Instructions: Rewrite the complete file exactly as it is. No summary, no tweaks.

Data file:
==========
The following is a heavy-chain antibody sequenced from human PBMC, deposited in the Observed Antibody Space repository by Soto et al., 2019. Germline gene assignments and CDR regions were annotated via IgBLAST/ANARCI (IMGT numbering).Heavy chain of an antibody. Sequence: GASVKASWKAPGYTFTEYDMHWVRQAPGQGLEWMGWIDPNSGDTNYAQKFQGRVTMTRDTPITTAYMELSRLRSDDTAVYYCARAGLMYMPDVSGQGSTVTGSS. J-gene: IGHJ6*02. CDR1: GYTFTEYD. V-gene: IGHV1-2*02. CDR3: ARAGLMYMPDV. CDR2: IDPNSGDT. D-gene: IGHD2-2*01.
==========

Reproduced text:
The following is a heavy-chain antibody sequenced from human PBMC, deposited in the Observed Antibody Space repository by Soto et al., 2019. Germline gene assignments and CDR regions were annotated via IgBLAST/ANARCI (IMGT numbering).Heavy chain of an antibody. Sequence: GASVKASWKAPGYTFTEYDMHWVRQAPGQGLEWMGWIDPNSGDTNYAQKFQGRVTMTRDTPITTAYMELSRLRSDDTAVYYCARAGLMYMPDVSGQGSTVTGSS. J-gene: IGHJ6*02. CDR1: GYTFTEYD. V-gene: IGHV1-2*02. CDR3: ARAGLMYMPDV. CDR2: IDPNSGDT. D-gene: IGHD2-2*01.